Art show by the dozen
By Tamar Russell - December 7, 2006

Dennis Hopper
The man of the show, Dennis Hopper, shown in a black and white photograph by Edward L. Stanton. Photos Courtesy of the Louisa Gould Gallery

The gallery filled late, but fill it did. The crowd was abuzz with the works of 12 artists at the opening of the Second Annual Holiday Show at the Louisa Gould Gallery in Vineyard Haven on Nov. 24. I am fortunate to be among the 12 artists represented. Six artists are new to the gallery while the other six had new work on display.

The six new artists to the gallery are: Steve London, Robert Jewett, Nathan Shepard, Jeanne Campbell, Edward Stanton, Janet Messineo, and William Blakesley.

Steve London
Steve London in front of his Gyotuku fish monoprints.

A feature of this show was the work on the back and right wall. This area of the gallery was spread with a tasty assortment of fish - in the Gyotaku style. This monoprint show by Steve London set the tone for the festive winter season show. Steve London's skill at Gyotaku work comes from his time studying with a master printer at the Hui No'eau Visual Arts Center on Maui. Mr. London's process of Gyotaku is "direct technique," whereby nontoxic inks are brushed onto a fish and then rubbed onto natural paper or fabric. Mr. London uses fish that he or friends catch to create these fun pieces of art. "It gives me an excuse to fish more," he joked.

Janet Messineo, also new to the Louisa Gould Gallery, has on exhibit a number of pieces near Mr. London's. Ms. Messineo is well-known in fishing circles, both as an angler and for her incredible skill in taxidermy. She has several fish "sculptures" in this show, including her two large pieces, "Striper at Dawn" and "School of Scup." Her love and knowledge of the fish that swim in Island waters are evident in her art.

A large centerpiece of the show is Nathan Shepard's "Silence on the Pond." This large representational oil painting is set on Menemsha Pond. His water work is deep in blues, moving to depths ranging down to black, yet remaining a daytime painting with a lightly painted dock - and refreshingly local.

Robert Jewett
Robert Jewett holding one of his earthenware vessels.

On the subject of water depths, also new to the gallery is Robert Jewett, a sailor and artist. Mr. Jewett studied with renowned potter Warren MacKensie at the University of Minnesota and taught at St. Paul Academy and Summit School. He said of his work that he is "interested not only in the surface of the water, but in what happens beneath." He says the sea's power is revealed in "fluid interactions with surface, objects and light."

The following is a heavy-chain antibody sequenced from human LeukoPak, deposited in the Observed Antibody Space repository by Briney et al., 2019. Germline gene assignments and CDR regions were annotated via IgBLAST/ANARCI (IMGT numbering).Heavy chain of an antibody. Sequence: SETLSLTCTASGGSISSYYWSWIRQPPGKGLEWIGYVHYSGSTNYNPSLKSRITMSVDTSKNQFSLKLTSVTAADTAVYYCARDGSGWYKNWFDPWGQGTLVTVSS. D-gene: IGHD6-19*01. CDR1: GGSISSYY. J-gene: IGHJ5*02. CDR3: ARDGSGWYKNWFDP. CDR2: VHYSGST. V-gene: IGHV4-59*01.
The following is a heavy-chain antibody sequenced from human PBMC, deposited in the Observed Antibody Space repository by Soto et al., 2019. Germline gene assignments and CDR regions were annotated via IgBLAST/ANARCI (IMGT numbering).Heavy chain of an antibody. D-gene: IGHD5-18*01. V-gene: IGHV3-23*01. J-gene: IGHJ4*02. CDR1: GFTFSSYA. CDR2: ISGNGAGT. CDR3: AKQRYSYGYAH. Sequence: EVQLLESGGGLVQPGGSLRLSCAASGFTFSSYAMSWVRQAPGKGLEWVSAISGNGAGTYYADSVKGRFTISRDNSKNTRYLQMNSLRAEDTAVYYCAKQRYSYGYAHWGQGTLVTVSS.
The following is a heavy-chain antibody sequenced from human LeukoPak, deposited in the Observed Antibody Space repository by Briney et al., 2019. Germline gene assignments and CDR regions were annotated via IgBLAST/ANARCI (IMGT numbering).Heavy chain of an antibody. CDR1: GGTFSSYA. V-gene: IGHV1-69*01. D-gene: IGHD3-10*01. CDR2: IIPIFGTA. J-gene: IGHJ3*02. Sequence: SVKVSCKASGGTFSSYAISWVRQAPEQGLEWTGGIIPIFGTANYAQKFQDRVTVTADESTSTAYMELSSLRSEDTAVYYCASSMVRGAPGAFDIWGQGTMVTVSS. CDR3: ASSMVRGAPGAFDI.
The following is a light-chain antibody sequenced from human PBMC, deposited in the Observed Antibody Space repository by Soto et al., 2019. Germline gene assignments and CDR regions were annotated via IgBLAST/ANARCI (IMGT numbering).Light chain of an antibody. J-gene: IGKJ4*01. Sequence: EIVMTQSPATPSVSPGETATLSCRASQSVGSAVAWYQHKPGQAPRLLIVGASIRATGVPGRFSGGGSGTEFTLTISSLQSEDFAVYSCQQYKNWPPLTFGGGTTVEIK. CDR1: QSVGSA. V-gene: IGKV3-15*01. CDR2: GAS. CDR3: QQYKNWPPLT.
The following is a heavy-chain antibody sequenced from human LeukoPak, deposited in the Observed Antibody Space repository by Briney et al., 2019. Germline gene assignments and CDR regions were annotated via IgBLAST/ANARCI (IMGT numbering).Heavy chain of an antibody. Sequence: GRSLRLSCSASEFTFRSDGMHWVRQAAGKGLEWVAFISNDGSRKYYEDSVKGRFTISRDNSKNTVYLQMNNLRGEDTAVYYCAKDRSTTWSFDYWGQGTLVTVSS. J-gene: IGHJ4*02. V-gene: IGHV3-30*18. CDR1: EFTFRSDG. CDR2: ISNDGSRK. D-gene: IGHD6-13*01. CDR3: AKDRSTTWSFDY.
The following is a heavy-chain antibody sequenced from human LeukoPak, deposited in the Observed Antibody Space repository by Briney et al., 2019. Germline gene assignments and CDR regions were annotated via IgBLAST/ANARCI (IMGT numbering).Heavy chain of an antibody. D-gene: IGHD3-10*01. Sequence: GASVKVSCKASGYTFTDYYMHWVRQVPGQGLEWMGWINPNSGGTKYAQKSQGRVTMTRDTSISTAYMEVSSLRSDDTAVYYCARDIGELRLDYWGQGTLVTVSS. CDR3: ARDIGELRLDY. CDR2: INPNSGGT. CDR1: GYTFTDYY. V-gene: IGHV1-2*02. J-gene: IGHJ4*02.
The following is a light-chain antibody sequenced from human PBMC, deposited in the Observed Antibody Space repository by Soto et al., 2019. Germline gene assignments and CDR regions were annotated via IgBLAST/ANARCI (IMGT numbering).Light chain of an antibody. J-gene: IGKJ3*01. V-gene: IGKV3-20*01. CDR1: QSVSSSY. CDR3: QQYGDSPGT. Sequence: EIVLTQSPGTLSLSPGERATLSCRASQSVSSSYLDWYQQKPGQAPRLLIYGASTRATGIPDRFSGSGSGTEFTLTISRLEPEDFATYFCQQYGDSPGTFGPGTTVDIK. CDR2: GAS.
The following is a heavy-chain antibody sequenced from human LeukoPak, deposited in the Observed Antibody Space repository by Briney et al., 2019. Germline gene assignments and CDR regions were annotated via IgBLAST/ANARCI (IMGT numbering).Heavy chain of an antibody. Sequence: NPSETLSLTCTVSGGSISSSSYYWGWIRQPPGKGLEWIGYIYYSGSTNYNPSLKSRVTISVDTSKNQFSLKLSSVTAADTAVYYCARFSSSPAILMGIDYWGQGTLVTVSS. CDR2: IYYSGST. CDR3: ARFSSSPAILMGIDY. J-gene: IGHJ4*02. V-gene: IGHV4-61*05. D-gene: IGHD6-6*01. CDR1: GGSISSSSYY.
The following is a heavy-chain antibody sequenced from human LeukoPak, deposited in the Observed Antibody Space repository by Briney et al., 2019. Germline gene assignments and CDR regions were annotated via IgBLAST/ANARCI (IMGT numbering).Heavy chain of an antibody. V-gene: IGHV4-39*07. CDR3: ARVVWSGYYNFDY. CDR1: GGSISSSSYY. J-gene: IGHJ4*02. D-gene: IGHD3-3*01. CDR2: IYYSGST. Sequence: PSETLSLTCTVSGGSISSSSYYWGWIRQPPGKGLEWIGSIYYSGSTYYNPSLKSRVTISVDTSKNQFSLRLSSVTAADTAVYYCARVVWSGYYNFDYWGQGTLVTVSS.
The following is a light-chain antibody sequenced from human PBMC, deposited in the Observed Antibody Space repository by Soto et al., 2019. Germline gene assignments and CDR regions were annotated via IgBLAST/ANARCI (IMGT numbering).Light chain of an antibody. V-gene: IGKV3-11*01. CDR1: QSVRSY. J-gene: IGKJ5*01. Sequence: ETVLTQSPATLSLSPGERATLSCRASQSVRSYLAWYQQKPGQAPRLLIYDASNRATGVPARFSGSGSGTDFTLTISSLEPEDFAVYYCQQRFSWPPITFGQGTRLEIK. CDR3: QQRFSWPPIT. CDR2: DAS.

The effects of the sea's power on Island shores can be seen in Robert Jewett's ceramics. A well-established potter, he brings an earthiness in beach tones to his pieces. His pieces at this gallery bring harmony to the naturalness of the show.

Near Mr. Jewett's pottery are a few pieces by William Blakesley. Mr. Blakesley is not a newcomer to the Island or the art world. He holds a list of awards and a past history running his own gallery on Circuit Avenue in Oak Bluffs. Currently he works from a home studio on-Island.

In this show Mr. Blakesley has four pieces. "Little Boy" is a wonderful small black-and-white serigraph reminiscent of strong brush and ink work. A few crisp, sharp lines produce a miniature little face.

A fun finish to the new artists' show is a large photograph placed near the window of the gallery. This black and white photograph is by Edward L. Stanton. The subject is movie actor Dennis Hopper in Mexico. The mood of the photo is relaxed. It shows Dennis Hopper in a cervezina, geared out in Western garb and lighting a cigarette. Mr. Hopper is looking young and gritty and the party seems to continue in the background.

Nathan Shepard's
Nathan Shepard: Nathan Shepard's "Silence on the Pond" controls the left wall of the gallery, showing a quiet Menemsha Pond.

The previously mentioned pieces were complemented by two of Jeanne Campbell's nautical Island photographs, shown in this gallery for the first time.

Of the artists carried consistently by the Louisa Gould Gallery, Gray Park has several wonderful new small oil scenes. Howard Park also has some new landscapes capturing fall in all its brilliance, rendered in a traditional way. New work also includes Trager di Pietro's acrylics, "Clamdiggers," and "Vineyard Haven Landscape," Marston Clough's abstract off-season landscapes.

Guests coming and going at the opening on Nov. 24 could see Mr. Hopper's party photograph. He seemed to reflect the fun mood. See for yourself.

The current show is up until Dec. 23 at the Louisa Gould Gallery on the Beach Road Extension in Vineyard Haven. Gallery hours are: 11 am to 5 pm daily. 508-693-7373.

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